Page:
I jumped ahead for the third entry, admittedly, but that's simply because I just have to end this list with one of the most infamous video game reviews that jumped the gun. In 1998, Valve Corporation set the PC gaming world on fire with Half-Life, which helped push the first-person shooter genre from the "Doom clones" of old to a more cinematic & engrossing style. Obviously, following Gearbox Software's Opposing Force expansion in 1999, console ports were going to eventually happen, but the PlayStation, Nintendo 64, & Sega Saturn were in no way capable of handling this game. Once the Dreamcast & PlayStation 2 had arrived, though, work truly got started. Gearbox would handle the PS2 port & develop a second expansion, Blue Shift, specifically for the Dreamcast version, while the Dreamcast port itself was the sole product of the now-defunct Captivation Digital Laboratories. Unfortunately, Sierra eventually decided to ax the Dreamcast port due to "changing market conditions", i.e. Sega's last console was going the way of the dodo, but it really did hold off on making this decision final. So final, in fact, that both North America & Europe received exclusive published reviews for the port, though the reviews would be wildly different in terms of publication dates.
Europe's review came from DC-UK in December of 2000, which was the initially-planned release date, & gave it a 9 out of 10 via a massive six-page review. In reality, though, Sierra continually delayed the game until finally planning for a mid-2001 release. To go with that, GamePro got the exclusive North American review scoop, putting out a full-page review in Issue 153 from June 2001. The review written by "Dan Elektro" was completely effusive, giving it almost a perfect run of 5.0 ratings, only the somewhat convoluted gamepad controls cost it that precious 0.5, praising the improved visuals over the PC original (which would added to the PC version as a graphics pack) & the excellence of the "exclusive" Blue Shift expansion (in reality, by this point it was already confirmed that the PC would also get this). Much like the Dinosaur Hunting review above, GamePro stated that Half-Life for Dreamcast was "Available now" in the review, but sadly Sierra decided otherwise. Later in 2001, the PS2 port would be released, complete with its own exclusive co-op scenario titled Decay, giving the game it's only officially-released console port.
Still, just imagine if GamePro did give Half-Life on Dreamcast a perfect score... That would have been insanely awkward.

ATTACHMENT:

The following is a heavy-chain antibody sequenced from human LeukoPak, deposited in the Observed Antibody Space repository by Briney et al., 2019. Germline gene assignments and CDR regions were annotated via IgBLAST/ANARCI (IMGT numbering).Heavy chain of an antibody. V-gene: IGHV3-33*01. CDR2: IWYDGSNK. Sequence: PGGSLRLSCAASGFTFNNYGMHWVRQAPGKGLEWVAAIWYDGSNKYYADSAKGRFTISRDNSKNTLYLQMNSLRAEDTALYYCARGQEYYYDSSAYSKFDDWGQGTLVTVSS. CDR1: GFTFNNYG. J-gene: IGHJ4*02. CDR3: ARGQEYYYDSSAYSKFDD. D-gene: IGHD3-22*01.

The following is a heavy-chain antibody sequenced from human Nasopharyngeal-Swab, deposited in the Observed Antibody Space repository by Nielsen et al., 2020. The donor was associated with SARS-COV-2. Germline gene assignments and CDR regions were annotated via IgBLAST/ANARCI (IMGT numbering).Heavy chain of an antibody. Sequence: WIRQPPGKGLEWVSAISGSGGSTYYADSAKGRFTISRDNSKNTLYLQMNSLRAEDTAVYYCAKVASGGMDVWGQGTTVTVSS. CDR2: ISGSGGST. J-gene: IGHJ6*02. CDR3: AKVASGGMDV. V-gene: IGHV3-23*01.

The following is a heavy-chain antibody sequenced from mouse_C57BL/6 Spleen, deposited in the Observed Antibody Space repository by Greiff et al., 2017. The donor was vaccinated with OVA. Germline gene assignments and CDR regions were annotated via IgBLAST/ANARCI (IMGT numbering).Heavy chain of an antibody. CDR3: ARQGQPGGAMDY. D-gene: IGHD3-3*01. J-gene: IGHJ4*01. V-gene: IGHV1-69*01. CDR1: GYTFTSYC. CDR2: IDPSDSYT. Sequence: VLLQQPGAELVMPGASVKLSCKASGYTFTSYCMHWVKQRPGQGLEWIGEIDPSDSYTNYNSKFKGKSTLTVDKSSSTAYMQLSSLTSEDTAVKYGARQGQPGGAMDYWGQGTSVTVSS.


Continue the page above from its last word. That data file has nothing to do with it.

Years later, though, the Dreamcast port of Half-Life would be leaked online, though the finality of this version can be debated. While the entire game (both campaigns) is fully playable (it's actually how I played through the game for the first time), it's filled with a heavily unstable frame rate, ungainly long load times, & a pretty broken save system where the file size increases (seemingly exponentially) the further you are in a chapter, i.e. it's only a couple of blocks at the start & almost needing an entire VMU near the end. Obviously, this leak was not of the final "gold" version, if one had even existed, but I doubt the frame rate & load times would've been fixed to any great degree. Overall, it's still a neat port, but we may never know just how it actually turned out.
You know, it must feel really awkward for all of the involved parties (writers, publishers, developers, etc.) when a video game has to get cancelled, but without being able to put a stop to an incoming review that's going to get published. Granted, this hasn't been as much of a problem ever since the internet really took hold & effectively replaced physical gaming magazines, as it's easier to put a stop to a digital review on a website compared to a magazine's publishing schedule, but it was still something that could always happen back in the day. To be fair, moments like these were relatively rare, though GamePro seemed to be the most likely culprit for some reason, but they are interesting reminders of an era of gaming journalism that's mostly gone, at least to the extent that it used to be.